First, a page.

Pine Bluffs Post - Serving all of Eastern Laramie County since 1908

By Cynthia Shroyer
Pine Bluffs Post staff 

Keeping students safe

 

Students in our reading area have the first week or so of school under their belt and are getting settled in their classrooms and working on the task at hand. It’s an innocent and necessary pursuit we have all been through, and often without thought to something going horribly wrong in the process.

But even in small towns like Pine Bluffs, Albin, Burns, Carpenter and Grover danger can lurk for our students. One local student has already been approached by a stranger with criminal intent in mind. It is difficult to wrap our minds around that given we know pretty much any face in town. With Pine Bluffs and Burns being right off I-80 and with Albin, Carpenter and Grover’s distance from more populous areas we have a need to protect our children from strangers who would do them harm.

Here are a few things from the National Safety Council that you can do to protect your child:

• Teach your child not to talk to strangers.

• Train them to stay away from anyone in a vehicle asking for directions. Adults don’t need directions from children.

• Teach your child to use a telephone or cell phone and how to call for help, using 911.

• Set up a code word that is shared with your family and trusted family and friends. Your child should know the code word and be prepared to respond to anyone who knows it. Make the word meaningful to your family so a stranger would not be able to figure it out.

• Teach your child not to take candy, food or drinks from strangers.

• Teach your child not to respond to a stranger asking if the child wants to see a puppy or kitten in a car.

• If someone approaches them, children should get away to a safe place as soon as they can and make a report to a trusted adult who can notify the police.

Unfortunately, the streets and sidewalks are not the only place your child may be in danger. Bullying is not new in the school yard, but it does have a more pronounced place on the radar for possible danger. Laramie County School District No. 2 and the Pawnee School District each have a bullying policy in place to prevent students from bullying and being bullied. Teachers and staff at the schools can be helped by parents reinforcing good behavior when students are away from school.

Bullying has many forms ranging from the physical in hitting or punching to the teasing and name-calling of verbal bullying. It also can be non-verbal, through intimidation and social exclusion; sexual, or cyberbullying through email or social media sites.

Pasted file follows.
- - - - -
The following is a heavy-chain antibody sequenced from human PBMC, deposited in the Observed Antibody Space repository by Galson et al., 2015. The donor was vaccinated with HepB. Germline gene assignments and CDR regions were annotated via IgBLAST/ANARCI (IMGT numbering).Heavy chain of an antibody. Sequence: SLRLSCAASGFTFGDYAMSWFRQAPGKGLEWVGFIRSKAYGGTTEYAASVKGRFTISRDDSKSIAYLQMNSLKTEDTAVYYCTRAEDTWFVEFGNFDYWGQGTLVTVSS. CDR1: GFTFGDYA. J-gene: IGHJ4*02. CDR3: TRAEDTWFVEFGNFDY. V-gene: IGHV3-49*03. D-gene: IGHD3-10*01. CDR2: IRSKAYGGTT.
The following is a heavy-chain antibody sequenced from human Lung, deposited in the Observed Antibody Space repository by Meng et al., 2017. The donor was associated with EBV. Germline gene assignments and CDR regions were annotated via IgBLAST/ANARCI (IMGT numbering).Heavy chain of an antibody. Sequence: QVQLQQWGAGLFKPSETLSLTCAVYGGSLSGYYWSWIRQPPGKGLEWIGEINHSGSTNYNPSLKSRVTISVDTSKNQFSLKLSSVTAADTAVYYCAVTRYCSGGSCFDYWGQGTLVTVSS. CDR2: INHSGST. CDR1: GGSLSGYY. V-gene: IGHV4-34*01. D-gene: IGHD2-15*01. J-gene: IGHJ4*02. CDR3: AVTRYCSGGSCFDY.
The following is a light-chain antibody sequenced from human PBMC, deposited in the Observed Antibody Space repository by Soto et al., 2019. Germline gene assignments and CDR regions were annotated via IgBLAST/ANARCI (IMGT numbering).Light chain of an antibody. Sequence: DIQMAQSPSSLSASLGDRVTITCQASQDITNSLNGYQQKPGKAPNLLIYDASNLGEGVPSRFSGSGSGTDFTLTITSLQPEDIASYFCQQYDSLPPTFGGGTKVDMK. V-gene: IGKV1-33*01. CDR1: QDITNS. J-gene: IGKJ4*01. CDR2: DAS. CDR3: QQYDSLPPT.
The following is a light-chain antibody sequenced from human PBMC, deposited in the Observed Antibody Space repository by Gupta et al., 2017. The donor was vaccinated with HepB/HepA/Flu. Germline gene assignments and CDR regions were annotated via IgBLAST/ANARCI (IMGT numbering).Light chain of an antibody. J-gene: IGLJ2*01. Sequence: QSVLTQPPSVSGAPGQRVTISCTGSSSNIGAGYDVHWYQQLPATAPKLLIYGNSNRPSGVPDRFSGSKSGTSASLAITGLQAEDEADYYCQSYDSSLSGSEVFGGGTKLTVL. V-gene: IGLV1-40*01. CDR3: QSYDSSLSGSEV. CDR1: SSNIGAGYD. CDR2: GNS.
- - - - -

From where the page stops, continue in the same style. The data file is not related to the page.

Here are the warning signs from the NSC that your child is being bullied:

• Dislikes or has lost interest in school;

• Has few, if any, friends;

• Appears sad, anxious or moody when talking about school;

• Complains of headaches or stomach aches;

• Has unexplained cuts, bruises and/or scratches;

• Appears afraid of going back to school;

• Returns from school with torn, damaged or missing articles of clothing, books or belongings;

• Has trouble sleeping and/or has frequent nightmares.

The NSC offers four steps for parents and guardians of children who are being bullied. First, empower your child to speak up to you and their teacher or bus driver. Next, ask the child questions to find out who is bullying them, where and when. Offer support through this process. Assess the situation to see if the bullying has escalated or is still occurring. Explore options to make your child safe. Finally, inform your child’s school. Work with school authorities to address the bullying, create a solution and get help for all the children involved.

Afraid your child is the bully? Bridgid Normand of the Committee for Children says bullies like to dominate others, hide behavior from adults, blame someone else for their problems and get satisfaction from the fear or pain of others. What should you do if you think your child is a bully? First, don’t get defensive — stay calm and listen to those who report it to you. Then take action. Pay attention to phone conversations, monitor computer use and let your child know it’s not okay to treat others in a mean way.

Our children are our most precious resource. Protecting them should be our number one job.

 

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